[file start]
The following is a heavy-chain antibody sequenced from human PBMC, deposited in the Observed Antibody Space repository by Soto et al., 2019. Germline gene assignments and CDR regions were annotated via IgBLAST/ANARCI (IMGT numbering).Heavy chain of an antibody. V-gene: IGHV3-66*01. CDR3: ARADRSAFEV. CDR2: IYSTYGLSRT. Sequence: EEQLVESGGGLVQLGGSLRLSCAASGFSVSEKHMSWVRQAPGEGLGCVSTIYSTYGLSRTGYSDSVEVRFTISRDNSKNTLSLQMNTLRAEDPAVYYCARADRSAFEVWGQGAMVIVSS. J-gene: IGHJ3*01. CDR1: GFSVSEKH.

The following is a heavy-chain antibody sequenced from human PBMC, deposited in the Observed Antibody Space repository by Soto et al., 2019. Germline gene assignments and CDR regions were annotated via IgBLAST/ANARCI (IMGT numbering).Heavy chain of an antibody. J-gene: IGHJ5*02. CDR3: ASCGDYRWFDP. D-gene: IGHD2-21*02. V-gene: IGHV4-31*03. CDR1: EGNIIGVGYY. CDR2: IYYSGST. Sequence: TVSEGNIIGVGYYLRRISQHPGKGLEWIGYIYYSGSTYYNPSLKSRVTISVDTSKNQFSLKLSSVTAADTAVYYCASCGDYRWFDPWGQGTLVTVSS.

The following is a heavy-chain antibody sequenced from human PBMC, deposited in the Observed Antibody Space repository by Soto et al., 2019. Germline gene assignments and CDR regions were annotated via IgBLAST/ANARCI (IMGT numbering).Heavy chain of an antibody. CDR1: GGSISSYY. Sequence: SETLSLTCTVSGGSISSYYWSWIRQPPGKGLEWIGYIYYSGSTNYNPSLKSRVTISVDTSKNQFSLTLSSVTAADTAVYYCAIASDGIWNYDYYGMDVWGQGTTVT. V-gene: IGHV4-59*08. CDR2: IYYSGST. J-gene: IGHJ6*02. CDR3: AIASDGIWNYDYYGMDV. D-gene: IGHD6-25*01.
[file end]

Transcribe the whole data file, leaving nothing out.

The following is a heavy-chain antibody sequenced from human PBMC, deposited in the Observed Antibody Space repository by Soto et al., 2019. Germline gene assignments and CDR regions were annotated via IgBLAST/ANARCI (IMGT numbering).Heavy chain of an antibody. V-gene: IGHV3-66*01. CDR3: ARADRSAFEV. CDR2: IYSTYGLSRT. Sequence: EEQLVESGGGLVQLGGSLRLSCAASGFSVSEKHMSWVRQAPGEGLGCVSTIYSTYGLSRTGYSDSVEVRFTISRDNSKNTLSLQMNTLRAEDPAVYYCARADRSAFEVWGQGAMVIVSS. J-gene: IGHJ3*01. CDR1: GFSVSEKH.

The following is a heavy-chain antibody sequenced from human PBMC, deposited in the Observed Antibody Space repository by Soto et al., 2019. Germline gene assignments and CDR regions were annotated via IgBLAST/ANARCI (IMGT numbering).Heavy chain of an antibody. J-gene: IGHJ5*02. CDR3: ASCGDYRWFDP. D-gene: IGHD2-21*02. V-gene: IGHV4-31*03. CDR1: EGNIIGVGYY. CDR2: IYYSGST. Sequence: TVSEGNIIGVGYYLRRISQHPGKGLEWIGYIYYSGSTYYNPSLKSRVTISVDTSKNQFSLKLSSVTAADTAVYYCASCGDYRWFDPWGQGTLVTVSS.

The following is a heavy-chain antibody sequenced from human PBMC, deposited in the Observed Antibody Space repository by Soto et al., 2019. Germline gene assignments and CDR regions were annotated via IgBLAST/ANARCI (IMGT numbering).Heavy chain of an antibody. CDR1: GGSISSYY. Sequence: SETLSLTCTVSGGSISSYYWSWIRQPPGKGLEWIGYIYYSGSTNYNPSLKSRVTISVDTSKNQFSLTLSSVTAADTAVYYCAIASDGIWNYDYYGMDVWGQGTTVT. V-gene: IGHV4-59*08. CDR2: IYYSGST. J-gene: IGHJ6*02. CDR3: AIASDGIWNYDYYGMDV. D-gene: IGHD6-25*01.